Football Fever
Directed by Magnus Martens
Starring Kyrre Hellum, Henril Mestad, Mads Ousdal, Arthur Berning, Andreas Cappelen
Every modern crime movie trope is cheerfully thrown into the mix in this bloodily violent and blackly hilarious Norwegian film that reminds us of a not too distant time when thrillers were fun.
            Based on a story from acclaimed crime novelist Jo Nesbo – the sleek caper film Headhunters was based on one of his works, and no lesser talent than Martin Scorsese will soon be adapting his novel The Snowman – the film opens with a massacre in a porn store, with the unlucky Oscar (Kyrre Hellum) being the only survivor, found by the police under a dead stripper and clutching a shotgun. The story unfolds in a series of narrated flashbacks, as Oscar tells his tale of woe to detective Solor (Henrik Mestad).
            A supervisor at a Christmas tree factory that employs ex-cons, Oscar makes the mistake of getting involved in a football betting scheme with three of his workmates, an error complicated by them actually winning an impressive windfall. It isn’t long before greed and mistrust rear their ugly heads and the bodies begin to stack up, with hapless innocent Oscar caught in the middle.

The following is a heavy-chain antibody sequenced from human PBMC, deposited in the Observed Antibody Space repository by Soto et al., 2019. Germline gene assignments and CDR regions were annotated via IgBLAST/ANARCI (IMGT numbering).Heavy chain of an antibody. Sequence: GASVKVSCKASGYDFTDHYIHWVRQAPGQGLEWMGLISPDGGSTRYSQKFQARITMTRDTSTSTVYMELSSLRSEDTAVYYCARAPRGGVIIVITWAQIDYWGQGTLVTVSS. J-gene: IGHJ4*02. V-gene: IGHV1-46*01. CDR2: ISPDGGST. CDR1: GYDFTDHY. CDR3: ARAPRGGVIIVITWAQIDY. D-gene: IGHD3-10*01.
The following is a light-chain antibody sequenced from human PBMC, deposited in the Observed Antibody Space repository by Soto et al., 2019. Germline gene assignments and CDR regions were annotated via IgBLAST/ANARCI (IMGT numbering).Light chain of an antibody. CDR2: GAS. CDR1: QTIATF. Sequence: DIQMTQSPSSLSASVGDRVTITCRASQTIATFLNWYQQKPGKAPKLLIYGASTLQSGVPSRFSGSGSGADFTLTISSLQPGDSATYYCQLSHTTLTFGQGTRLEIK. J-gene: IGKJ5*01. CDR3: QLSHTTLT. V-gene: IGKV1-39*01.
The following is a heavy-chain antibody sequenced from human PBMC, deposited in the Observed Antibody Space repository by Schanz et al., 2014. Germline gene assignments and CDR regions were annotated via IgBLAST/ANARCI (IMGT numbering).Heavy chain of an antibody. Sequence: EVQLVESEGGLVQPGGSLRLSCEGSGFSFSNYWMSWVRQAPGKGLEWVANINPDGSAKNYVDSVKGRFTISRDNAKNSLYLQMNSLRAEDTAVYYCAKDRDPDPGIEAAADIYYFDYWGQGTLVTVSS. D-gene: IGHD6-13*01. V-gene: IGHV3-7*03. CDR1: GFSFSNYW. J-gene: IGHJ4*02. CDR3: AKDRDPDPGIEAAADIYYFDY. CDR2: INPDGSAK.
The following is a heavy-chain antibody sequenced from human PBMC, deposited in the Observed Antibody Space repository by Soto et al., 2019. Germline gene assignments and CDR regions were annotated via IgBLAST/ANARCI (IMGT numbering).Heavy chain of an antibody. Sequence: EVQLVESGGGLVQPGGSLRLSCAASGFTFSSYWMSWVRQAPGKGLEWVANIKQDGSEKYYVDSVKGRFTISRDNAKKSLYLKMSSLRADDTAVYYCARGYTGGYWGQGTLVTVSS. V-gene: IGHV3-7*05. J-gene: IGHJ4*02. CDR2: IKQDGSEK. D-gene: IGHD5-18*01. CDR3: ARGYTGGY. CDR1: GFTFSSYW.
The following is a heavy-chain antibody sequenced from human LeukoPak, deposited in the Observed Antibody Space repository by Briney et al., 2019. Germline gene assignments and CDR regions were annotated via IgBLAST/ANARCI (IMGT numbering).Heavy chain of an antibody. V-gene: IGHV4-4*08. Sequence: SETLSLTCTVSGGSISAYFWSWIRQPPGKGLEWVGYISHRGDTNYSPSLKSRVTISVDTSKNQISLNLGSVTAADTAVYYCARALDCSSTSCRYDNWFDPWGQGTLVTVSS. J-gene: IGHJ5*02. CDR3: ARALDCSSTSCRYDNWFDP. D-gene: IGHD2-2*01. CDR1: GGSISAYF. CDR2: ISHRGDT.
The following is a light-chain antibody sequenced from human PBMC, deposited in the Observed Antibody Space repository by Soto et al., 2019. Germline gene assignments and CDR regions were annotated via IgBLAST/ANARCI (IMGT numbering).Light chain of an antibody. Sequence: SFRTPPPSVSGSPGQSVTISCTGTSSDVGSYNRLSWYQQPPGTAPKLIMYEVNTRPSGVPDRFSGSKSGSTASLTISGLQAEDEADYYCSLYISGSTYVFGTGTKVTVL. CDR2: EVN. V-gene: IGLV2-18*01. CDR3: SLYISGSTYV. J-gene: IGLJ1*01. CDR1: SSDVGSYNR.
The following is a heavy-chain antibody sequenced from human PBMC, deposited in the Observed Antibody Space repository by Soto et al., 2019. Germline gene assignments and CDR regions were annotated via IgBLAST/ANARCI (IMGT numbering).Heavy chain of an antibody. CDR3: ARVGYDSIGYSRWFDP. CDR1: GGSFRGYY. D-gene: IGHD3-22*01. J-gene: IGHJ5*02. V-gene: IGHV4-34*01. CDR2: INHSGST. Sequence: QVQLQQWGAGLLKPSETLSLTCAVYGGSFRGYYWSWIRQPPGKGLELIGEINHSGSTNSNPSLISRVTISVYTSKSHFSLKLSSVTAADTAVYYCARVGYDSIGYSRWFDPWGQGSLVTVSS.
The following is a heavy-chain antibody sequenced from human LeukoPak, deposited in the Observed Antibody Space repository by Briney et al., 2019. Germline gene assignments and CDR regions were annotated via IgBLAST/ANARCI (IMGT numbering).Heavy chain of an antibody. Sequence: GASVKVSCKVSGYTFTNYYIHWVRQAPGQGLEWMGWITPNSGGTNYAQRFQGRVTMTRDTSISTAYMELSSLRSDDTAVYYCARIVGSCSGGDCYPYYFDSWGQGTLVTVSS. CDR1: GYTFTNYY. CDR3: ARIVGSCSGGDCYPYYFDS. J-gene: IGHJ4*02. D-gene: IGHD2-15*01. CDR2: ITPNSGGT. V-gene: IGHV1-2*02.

Or is he? The DNA of a dozen films is present in Jackpot, with early Tarantino and Guy Ritchie being the most obvious candidates for paternity, but director and screenwriter Magnus Martens also borrows a lot, structurally and thematically, from The Usual Suspects, with Oscar in the Keyser Soze role. As an audience, we’re never sure how reliable his testimony is, but that’s a detail of the film rather than the main point – the story moves along at a brisk pace and the colourful cast of characters are engaging enough, so it’s best just to go with the flow rather than try to outthink the twisty narrative.
            Indeed, Jackpot is more a comedy of errors than a crime thriller, with each of the desperate but not too bright characters pursuing their own wrongheaded agenda. Psychotic Billy (Arthur Berning) simply wants all the money and is willing to kill to get it, while ageing crim Thor (Mads Ousdel, perhaps the highlight of the excellent cast) has old debts he needs to pay off, and amiable alcoholic Treschow (Andreas Cappelen) simply wants to stay sozzled. The joy of the film is watching how these moronic miscreants fail to cope as the situation escalates and the odds of any of them walking away with their winnings seems more and more unlikely.
            Truthfully, there’s nothing here you haven’t seen before, at least in terms of plot. But Jackpot wins largely because of the charm of its cast and the energy of its pacing. It feels like one of the plethora of hip, fast-talking crime films we got in the wake of Pulp Fiction, but one of the better ones – a Things to Do In Denver When You’re Dead rather than a Love and a .45. If you find yourself with an itch for the sort of thing Quentin used to do before he started his journey into ever more self-indulgent genre exercises, Jackpot will scratch it. 
(First published in X-Press issue 1329, 01/08/2012)

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